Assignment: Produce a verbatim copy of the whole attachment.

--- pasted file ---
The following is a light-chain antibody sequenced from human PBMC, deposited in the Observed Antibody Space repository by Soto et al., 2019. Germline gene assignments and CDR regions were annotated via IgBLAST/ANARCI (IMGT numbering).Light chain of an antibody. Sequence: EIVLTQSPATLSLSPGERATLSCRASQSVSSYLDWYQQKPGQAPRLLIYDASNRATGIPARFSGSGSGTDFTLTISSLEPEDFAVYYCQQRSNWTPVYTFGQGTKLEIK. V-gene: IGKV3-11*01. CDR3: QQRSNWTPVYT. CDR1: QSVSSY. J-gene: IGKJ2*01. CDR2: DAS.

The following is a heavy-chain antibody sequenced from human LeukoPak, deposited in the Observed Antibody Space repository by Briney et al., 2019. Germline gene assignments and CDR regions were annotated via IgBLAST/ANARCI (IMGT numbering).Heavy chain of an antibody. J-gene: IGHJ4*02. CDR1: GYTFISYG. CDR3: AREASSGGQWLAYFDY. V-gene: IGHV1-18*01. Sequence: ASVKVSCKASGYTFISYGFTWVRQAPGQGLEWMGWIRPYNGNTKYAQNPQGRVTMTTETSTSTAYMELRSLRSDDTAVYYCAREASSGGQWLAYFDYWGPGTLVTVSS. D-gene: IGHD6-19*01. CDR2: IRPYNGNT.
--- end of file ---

The following is a light-chain antibody sequenced from human PBMC, deposited in the Observed Antibody Space repository by Soto et al., 2019. Germline gene assignments and CDR regions were annotated via IgBLAST/ANARCI (IMGT numbering).Light chain of an antibody. Sequence: EIVLTQSPATLSLSPGERATLSCRASQSVSSYLDWYQQKPGQAPRLLIYDASNRATGIPARFSGSGSGTDFTLTISSLEPEDFAVYYCQQRSNWTPVYTFGQGTKLEIK. V-gene: IGKV3-11*01. CDR3: QQRSNWTPVYT. CDR1: QSVSSY. J-gene: IGKJ2*01. CDR2: DAS.

The following is a heavy-chain antibody sequenced from human LeukoPak, deposited in the Observed Antibody Space repository by Briney et al., 2019. Germline gene assignments and CDR regions were annotated via IgBLAST/ANARCI (IMGT numbering).Heavy chain of an antibody. J-gene: IGHJ4*02. CDR1: GYTFISYG. CDR3: AREASSGGQWLAYFDY. V-gene: IGHV1-18*01. Sequence: ASVKVSCKASGYTFISYGFTWVRQAPGQGLEWMGWIRPYNGNTKYAQNPQGRVTMTTETSTSTAYMELRSLRSDDTAVYYCAREASSGGQWLAYFDYWGPGTLVTVSS. D-gene: IGHD6-19*01. CDR2: IRPYNGNT.